A surrealistic morning commute in the 1952 city

Yellow taxis fly by a red bus, and pedestrians in coats as gray as the pavement seem frozen on the sidelines. This is a New York intersection in 1952, and it’s the vision of Ernst Haas, a groundbreaking photographer who blended photojournalism with art.

“His style became known for marrying photojournalism with artistic expression and his work elevated color photography from tourist snapshots into the realm of high art,” wrote Curious.com.

It’s one moment in time in a very different New York. See more of Haas’ stunning photos of the midcentury city here.

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8 Responses to “A surrealistic morning commute in the 1952 city”

  1. ForceTubeAvenue Says:

    Lovely photo. The prominent Mack bus brings back memories. As a child, our family would go to Staten Island for a “Sunday drive”, which meant the Staten Island ferry, then a bus, almost always a Mack, to the end of its route, and return. This was before the opening of the Verrazano Bridge.

  2. Rob Says:

    2 out of the 3 men are wearing hats. I read somewhere that hats for men went out of style as the auto life took over,

  3. countrypaul Says:

    Back in the waning days when New York was “still New York,” that increasingly mythological 1920s-to-postwar era. (Of course, it’s still New York, but different now.)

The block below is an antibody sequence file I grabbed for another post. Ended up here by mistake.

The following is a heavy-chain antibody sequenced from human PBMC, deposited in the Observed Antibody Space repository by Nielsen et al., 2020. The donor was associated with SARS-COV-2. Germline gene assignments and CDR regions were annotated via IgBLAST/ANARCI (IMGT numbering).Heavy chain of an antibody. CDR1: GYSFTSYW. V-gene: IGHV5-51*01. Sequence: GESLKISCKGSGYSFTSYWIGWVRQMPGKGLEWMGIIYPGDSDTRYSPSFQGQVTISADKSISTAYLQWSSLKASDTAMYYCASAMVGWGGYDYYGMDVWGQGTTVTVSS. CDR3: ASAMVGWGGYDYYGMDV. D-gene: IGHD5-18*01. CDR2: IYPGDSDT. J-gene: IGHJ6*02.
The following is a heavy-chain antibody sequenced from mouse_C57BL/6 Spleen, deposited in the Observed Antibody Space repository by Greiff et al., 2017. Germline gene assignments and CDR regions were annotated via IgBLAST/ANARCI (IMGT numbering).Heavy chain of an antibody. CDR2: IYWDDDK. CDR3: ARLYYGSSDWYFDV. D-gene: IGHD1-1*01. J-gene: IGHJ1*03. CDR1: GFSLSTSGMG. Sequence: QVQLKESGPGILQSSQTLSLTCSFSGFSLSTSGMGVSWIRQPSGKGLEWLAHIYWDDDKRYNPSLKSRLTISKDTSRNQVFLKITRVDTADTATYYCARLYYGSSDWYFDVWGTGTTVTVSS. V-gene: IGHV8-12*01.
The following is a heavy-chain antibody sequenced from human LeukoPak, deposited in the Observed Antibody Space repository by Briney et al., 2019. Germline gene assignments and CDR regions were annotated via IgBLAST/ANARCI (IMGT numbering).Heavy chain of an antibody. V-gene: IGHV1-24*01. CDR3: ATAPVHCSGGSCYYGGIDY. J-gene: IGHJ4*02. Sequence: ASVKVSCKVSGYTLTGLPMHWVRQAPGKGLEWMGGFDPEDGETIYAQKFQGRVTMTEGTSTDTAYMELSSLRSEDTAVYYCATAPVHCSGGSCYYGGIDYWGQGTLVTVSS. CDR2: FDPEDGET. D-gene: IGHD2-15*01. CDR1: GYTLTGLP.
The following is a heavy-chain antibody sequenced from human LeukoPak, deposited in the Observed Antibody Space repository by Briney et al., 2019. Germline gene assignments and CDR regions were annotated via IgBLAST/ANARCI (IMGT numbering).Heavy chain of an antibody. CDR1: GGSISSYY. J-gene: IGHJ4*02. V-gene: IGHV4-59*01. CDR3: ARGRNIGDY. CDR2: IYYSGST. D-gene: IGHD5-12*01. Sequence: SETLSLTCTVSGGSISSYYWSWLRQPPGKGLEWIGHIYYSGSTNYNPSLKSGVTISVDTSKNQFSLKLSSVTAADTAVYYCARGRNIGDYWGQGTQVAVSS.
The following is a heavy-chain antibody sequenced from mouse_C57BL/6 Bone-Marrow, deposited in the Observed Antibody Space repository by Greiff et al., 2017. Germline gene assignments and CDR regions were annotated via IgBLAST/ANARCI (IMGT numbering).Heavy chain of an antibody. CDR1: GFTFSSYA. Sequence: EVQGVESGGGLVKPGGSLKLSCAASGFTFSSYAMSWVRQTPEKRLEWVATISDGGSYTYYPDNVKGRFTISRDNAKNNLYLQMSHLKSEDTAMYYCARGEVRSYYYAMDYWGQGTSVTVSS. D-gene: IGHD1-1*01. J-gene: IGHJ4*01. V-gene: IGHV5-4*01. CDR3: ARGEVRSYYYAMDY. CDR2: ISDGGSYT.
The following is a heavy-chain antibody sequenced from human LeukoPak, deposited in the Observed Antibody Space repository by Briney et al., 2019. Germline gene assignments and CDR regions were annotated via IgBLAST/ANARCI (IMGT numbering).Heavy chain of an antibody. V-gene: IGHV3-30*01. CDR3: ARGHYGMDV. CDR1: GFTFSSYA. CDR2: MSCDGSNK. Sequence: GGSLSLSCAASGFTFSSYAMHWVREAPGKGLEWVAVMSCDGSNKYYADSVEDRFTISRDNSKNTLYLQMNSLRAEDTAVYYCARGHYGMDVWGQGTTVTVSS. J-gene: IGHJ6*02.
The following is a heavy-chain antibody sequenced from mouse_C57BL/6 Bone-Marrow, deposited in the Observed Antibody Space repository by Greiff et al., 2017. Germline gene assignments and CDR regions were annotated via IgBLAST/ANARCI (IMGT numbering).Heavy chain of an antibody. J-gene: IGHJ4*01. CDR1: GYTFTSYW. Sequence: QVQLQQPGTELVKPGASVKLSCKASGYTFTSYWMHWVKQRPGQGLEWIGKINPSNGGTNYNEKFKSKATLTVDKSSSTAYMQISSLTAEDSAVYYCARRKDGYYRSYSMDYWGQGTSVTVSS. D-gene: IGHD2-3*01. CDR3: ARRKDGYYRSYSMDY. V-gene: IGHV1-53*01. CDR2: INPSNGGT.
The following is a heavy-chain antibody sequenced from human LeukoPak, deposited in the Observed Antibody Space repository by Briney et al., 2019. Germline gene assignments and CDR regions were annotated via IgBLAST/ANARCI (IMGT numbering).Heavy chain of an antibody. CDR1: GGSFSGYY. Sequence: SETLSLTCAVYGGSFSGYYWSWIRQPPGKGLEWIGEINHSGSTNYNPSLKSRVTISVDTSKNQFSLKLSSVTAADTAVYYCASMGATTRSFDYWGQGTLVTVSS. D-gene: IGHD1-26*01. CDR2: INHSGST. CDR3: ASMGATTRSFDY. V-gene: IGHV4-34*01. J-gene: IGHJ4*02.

4. Bill Wolfe Says:

    I’ve always heard that the demise of the custom of American men wearing hats began when President Kennedy chose not to wear one while making his Inaugural Address.

  5. ephemeralnewyork Says:

    I always heard the President Kennedy thing as well, but in sounds reasonable to believe that car culture also helped make hats obsolete…for men and women.

    • ironrailsironweights Says:

      There is no doubt that the Kennedy story is urban legend. For one thing, he actually wore the traditional top hat for much of the inauguration ceremony, removing it during his speech because it was too windy out for the hat to stay on. More to the point is that sales of men’s hats had peaked in 1937 and by the time of the inauguration had declined for 24 straight years. With the exception of the wartime period, during that stretch more and more people bought cars and drove.
      Another factor behind the decline in men’s hat wearing started up soon after JFK’s inauguration, though here there might be a chicken-and-egg issue. As men began moving away from simple haircuts toward actual styling, they became less and less interested in wearing hats. There’s even a Charles Mason connection here: far more than anyone else, Jay Sebring, one of the victims in the Sharon Tate murders, had popularized men’s hairstyling.

      • ephemeralnewyork Says:

        Very interesting…I didn’t think of the haircut angle. Thanks for adding to the conversation!

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